One of key challenges for firms is the availability of data analysis to be able to demonstrate how different customers they interact with are able to access value from products such as equity release.  That is going to become important moving forward as a need to show that you are offering fair value. As I reflect on a number of debates and discussions today there is a lot of talk on purpose and use cases (social care, green finance, retirement planning) but actually you really need to evidence you are reaching the right customers because that is where you will be able to demonstrate the most value from the products and services you offer,” she emphasised.

Secondly, she noted the challenge of defining the roles and responsibilities across equity release – funder, manufacturer and distributor – have regarding product design, price, fees and charges. She emphasised that consumer duty has helped shape that discussion and debate. 

If we look at what the FCA has started to say over the last week – if you have done your fair value assessment, how is that effective? This is going to move to focus on evidence and monitoring, to be able to demonstrate fair value,” she concluded.

Finally, a key audience question was posed on the issue of comparing equity release with other products such as mortgages based on the ability of customers to make monthly committed repayments vs flexible repayments as the only option in the equity release market being touted in the media.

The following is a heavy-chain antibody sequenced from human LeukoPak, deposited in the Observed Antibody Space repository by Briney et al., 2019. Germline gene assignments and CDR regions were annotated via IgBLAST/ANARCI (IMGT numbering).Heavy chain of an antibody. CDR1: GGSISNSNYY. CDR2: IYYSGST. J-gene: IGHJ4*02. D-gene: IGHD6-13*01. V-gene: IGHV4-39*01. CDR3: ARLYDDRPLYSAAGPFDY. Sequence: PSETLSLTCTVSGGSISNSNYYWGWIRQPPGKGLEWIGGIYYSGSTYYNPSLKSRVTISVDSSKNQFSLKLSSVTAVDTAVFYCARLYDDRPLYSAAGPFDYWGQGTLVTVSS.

Jeff Prestridge stated that it is all about education, and that most people in the press who consider themselves qualified to write about personal finance, understand that equity release is far more flexible than it was a decade ago, and that providers now allow customers to make part or even full monthly interest repayments. “There is an education exercise out there – people just assume with equity release that all the interest will roll up and that isn’t the case anymore. It’s a message that you need to get out as an industry and a message that people like myself and James need to beat the drum about. One of the great attributes of equity release 2023 is its far greater flexibility and consumer friendliness, so it is maybe simply a question of communication now.”

Jeff Prestridge concluded by emphasising the importance of trust and human interaction in building an equity release market that works for consumers. 

What counts is your relationship with your clients and building trust – you can’t do it on the telephone or the internet – it is all about face-to-face interaction and about coming around on an ad hoc basis to explain how the plan is progressing. That is a great advert for quality advice that we should allow to breathe in this country,” he noted.